The gang was actually set to depart on Thursday, arriving on Monday but found out that the NaviMag, in an attempt to recover 3 weeks of lost time, changed it to Friday-Tuesday…hey, no problem, we understand. Friday’s timetable went from leaving at 6pm, to 9pm, to 2am to 4am to finally leaving Saturday morning after breakfast was served at 10:30. Again, no problem, although I guess it is a little bit of a shame having to spend one of our guaranteed 3 nights still in Puerto Natatles….oh well…they did still reluctantly give us and the trucks half off on passage in exchange for promoting them on the site. An hour after departure, we were exactly where the brochures promised: calmly cruising through narrow straights of snow capped mountains cascading into the inky water below. For the rest of the day it was clear that choosing the NaviMag was the absolute right way to go since the ongoing scenery could only be seen from these particular decks. Day progressed into night as one drink turned into many celebrating Laura’s 25th birthday. By the next morning the ship had completed it’s careful navigation of the fjords and was on to open water. It’s just as well that the dramatic scenery was on pause for the next 24 hours since open water, for all intents and purposes, often equals heaving seasickness. I imagine that, although tasty, the meatloaf and strawberry juice for lunch that day wasn’t the best ‘last meal’. Sorry, Laura.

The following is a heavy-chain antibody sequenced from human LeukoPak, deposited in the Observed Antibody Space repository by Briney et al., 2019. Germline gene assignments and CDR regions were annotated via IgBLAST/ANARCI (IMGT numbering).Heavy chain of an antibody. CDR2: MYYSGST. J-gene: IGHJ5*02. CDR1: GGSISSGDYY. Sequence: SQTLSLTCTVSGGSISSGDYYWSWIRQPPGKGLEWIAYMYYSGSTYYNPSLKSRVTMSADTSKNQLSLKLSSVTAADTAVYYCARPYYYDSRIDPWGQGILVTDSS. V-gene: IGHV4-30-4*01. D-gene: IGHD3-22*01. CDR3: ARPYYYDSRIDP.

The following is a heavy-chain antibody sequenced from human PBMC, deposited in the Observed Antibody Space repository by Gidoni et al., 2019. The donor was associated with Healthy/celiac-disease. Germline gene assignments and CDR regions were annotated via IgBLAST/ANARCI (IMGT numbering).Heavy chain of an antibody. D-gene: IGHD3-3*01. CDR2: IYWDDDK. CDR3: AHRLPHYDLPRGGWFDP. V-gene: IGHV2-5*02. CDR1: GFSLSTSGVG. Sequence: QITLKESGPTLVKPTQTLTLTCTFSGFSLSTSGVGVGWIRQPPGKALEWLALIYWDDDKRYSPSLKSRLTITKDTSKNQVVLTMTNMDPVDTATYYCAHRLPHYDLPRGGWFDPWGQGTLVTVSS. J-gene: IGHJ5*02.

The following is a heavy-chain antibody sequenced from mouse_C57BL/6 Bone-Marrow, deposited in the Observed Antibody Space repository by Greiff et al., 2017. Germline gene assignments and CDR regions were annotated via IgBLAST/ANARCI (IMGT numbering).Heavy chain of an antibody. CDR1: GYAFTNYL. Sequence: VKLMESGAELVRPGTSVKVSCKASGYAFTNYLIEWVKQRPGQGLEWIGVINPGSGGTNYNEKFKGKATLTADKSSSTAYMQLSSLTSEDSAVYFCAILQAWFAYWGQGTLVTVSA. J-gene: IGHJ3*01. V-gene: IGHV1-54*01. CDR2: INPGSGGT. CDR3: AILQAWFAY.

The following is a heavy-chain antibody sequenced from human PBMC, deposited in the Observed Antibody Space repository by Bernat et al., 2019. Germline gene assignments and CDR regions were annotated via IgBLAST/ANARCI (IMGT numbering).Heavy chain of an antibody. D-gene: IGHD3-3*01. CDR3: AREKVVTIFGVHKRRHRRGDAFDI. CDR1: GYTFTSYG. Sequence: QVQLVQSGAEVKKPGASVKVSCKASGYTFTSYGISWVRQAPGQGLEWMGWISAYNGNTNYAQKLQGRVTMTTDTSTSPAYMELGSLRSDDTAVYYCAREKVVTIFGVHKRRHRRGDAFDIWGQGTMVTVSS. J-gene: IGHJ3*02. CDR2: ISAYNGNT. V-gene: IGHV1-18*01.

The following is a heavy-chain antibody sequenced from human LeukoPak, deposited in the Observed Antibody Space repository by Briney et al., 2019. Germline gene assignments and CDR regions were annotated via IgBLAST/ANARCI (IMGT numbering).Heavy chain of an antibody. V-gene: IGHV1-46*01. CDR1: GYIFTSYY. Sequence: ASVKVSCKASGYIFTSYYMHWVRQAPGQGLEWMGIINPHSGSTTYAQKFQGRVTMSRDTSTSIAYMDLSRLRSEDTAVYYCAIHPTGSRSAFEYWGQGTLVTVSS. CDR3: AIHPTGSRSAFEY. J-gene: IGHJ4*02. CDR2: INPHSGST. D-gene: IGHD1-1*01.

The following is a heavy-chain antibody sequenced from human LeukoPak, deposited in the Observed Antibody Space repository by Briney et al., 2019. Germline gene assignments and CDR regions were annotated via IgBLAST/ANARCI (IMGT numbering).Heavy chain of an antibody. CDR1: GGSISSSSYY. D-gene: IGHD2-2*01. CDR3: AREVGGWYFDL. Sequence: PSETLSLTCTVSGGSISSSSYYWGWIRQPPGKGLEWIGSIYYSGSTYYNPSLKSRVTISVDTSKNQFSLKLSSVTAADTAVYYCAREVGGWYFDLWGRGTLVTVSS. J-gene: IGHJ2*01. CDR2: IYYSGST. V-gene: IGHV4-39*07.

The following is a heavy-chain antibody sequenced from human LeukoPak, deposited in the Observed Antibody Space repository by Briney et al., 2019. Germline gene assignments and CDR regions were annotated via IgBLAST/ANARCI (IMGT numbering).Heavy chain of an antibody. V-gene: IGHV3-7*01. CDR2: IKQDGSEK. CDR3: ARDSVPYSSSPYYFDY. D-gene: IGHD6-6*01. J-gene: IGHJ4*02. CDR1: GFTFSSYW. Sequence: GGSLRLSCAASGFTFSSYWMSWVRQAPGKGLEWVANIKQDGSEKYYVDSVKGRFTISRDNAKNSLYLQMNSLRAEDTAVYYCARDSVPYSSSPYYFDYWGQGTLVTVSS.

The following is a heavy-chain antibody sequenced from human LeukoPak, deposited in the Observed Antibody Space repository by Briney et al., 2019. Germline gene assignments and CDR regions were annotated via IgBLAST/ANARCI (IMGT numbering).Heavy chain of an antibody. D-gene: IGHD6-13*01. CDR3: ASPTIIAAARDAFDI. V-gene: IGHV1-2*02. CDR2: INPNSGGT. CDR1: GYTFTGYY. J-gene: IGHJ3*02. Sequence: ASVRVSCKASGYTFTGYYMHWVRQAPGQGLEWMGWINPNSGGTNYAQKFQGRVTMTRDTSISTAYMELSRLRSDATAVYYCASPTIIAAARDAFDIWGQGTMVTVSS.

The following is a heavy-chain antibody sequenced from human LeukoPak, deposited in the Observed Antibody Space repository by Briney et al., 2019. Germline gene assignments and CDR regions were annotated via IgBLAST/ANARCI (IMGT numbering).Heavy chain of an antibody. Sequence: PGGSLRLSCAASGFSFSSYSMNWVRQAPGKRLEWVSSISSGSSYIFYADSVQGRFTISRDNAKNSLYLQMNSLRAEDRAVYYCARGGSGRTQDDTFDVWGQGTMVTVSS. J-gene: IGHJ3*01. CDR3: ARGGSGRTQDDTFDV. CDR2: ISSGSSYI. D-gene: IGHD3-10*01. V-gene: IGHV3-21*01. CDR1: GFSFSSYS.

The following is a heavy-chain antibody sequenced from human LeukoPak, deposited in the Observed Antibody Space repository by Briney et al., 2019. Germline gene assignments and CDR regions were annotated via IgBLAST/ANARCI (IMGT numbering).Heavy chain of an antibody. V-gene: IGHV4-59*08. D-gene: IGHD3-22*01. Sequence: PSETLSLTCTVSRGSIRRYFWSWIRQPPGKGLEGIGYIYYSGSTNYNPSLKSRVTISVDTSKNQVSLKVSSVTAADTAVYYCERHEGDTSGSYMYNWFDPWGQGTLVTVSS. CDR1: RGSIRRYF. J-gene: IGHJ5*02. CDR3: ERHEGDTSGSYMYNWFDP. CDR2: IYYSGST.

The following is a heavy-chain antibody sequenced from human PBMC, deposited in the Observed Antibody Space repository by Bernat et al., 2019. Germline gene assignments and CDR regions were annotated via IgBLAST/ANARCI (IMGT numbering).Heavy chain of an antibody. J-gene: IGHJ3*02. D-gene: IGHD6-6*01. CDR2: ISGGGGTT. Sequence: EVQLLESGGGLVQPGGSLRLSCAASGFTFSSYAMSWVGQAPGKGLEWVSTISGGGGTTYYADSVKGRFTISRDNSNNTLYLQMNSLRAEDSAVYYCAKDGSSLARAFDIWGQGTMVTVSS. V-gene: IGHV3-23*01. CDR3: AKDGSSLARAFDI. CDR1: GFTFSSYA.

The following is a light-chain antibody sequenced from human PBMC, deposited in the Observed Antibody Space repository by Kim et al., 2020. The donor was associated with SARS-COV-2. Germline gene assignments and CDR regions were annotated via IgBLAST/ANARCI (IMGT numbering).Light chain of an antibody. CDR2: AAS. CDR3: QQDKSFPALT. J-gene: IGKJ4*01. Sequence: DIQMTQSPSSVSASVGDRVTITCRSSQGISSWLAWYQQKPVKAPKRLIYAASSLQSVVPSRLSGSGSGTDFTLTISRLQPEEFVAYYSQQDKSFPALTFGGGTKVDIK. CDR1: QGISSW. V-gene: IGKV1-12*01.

By Monday morning word had spread that the last night on NaviMag always concludes with bingo and a disco. A disco? Bingo?!? If you need me I’ll be in my cabin getting ready! Not so fast, you…they’ve just called for morning announcements in the lounge (probably just to make the nights events official). Instead, it went something like this: